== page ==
Social ecosystems tracked by Xeesm social graphs


Share on LinkedIn

Axel Schultze, founder of the Social Media Academy, recently challenged users to review their social

visit graph generated by, and compare with others by posting on the Xeesm Facebook page. I was surprised at what the visual said about the trends in where people go and which ones have grown or shifted over time.

Social business relationship management

Xeesm is one of the tools I work with to manage my social business relationships. It is many things besides a social address book. In an effort to help build social relationships and use one link on my business card and emails, I direct contacts to my Xeesm profile. This allows my connections to find the place they wish to socialize with me by listing the sites, groups, blogs and methods they can use. In working on my social ecosystem over the past year, I have researched new tools, added several social sites and communities, stepped away from others and increased my activity in core sites of Facebook, LinkedIn, Twitter, Xeesm and Slideshare.

Social ecosystem development

While today I am active on many social sites, I started using social media communities over 7 years ago as a business tool. At that time, LinkedIn was my focus to build a network of past colleagues and clients in the B2B markets where I have worked. In the past 2-3 years, I have found more sites that helped me achieve my business goals with a strategy of thought leadership and knowledge sharing, reputation management, and social business relationship development with business to business organizations.

At the time, I didn’t think FaceBook would be a large driver. In fact, like many who are joining in the 35-55 age group, my twenty something children thought I was stalking them. Well, maybe there was some slight truth to that. Using Slideshare was also a big part of my focus, since I post many presentations on the site as part of my NCP Model of contribution.

I did however want to maintain both a social and business persona on all my sites just as I do on my LinkedIn and Twitter profiles. Additional sites that fit my strategy include Scribd, Quora, Youtube, Blogger, Flickr and Google.

What does the trend show? Site Visit Report 2009

What can be seen in the graph from 2009, 2010 and even early in 2011 on my own Xeesm, is that there are generally equal spreads of visits on the top tier and the secondary tier of sites. Things I noted:

  • People seem to visit many of the sites posted, but from curiosity or real need its hard to tell.
  • I had fewer sites in 2009 than in 2010 posted on my Xeesm address page.
  • Twitter and Facebook were much stronger drivers than I expected.

Blogging the business driver

Surprising at first was that Twitter is one of the top three for me along with my blog and website which are part of my strategy. I am not a daily Tweeter, and don’t often tweet from my phone (HTC windows based Site visit report 2010 Site visit report 2010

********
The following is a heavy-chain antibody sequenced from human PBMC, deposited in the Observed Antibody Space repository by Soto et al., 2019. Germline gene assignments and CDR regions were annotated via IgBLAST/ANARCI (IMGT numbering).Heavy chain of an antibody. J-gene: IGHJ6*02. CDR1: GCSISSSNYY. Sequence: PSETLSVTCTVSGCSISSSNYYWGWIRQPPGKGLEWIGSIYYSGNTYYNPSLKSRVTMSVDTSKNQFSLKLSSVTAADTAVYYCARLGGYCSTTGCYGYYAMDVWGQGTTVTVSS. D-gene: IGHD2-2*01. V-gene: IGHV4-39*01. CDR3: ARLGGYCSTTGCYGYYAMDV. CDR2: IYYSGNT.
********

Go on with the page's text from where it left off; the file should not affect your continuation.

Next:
smart phone – what can I say, I need US Cellular service).

The rest of the sites are very equal in visits at least from Xeesm to the sites.

It is true that Twitter is an easier place to engage and follow. You don’t need to have much info to follow and get to know them. LinkedIn, perhaps has more protocol and where connection request can look more suspicious depending on the profile you have shared. There, in order to connect, you need to have an email, an introduction, Inmail, or group connection to interact. On Twitter you can just click on the “follow” button.

In my social graphs, those that have the fewest connection points are either the newest accounts or the ones I am on least. It does make the case to reduce a few that I show in the public Xeesm profile.

Looking into 2011 site visit report for 2011 site visit report for 2011

If I look at the progression since 2009 into 2011 we can see a slight shifting, as Xeesm added more selections, and my social ecosystem and footprint increased. For 2009, the category of “others” was 35% while Twitter held 11%, LinkedIn 8%, and Facebook 8%. In the print of 2010, “others” represented 47%, Twitter, 12%, LinkedIn 4%, and Facebook 5%. As I began broadening my exposure and spreading out, the activity dropped initially on FB and LinkedIn.

I can see that Twitter has held consistent – given it is the easiest to view and connect. Overall the the charts vary but the pie sections remain general constant even if they have increased.

After looking at several other highly connected individuals, the general dispersement among the wedges takes on a general similarity. The point is that with the increase in networks, it has not settled down to just the big 3 or 4.

What does your social ecosystem look like?

Republished with author's permission from original post.

Wendy Soucie
Wendy Soucie provides clients a unique perspective on social business strategy across an organization. Wendy applies and follows specific social media strategy and methodologies for assessments, network growth, contribution, participation and execution. She is a certified social media strategist, Social Media Academy (Palo Alto, CA). She is an accomplished trainer and keynote personality speaker.


Please use comments to add value to the discussion. Maximum one link to an educational blog post or article. We will NOT PUBLISH brief comments like "good post," comments that mainly promote links, or comments with links to companies, products, or services.

Please enter your comment!
Please enter your name here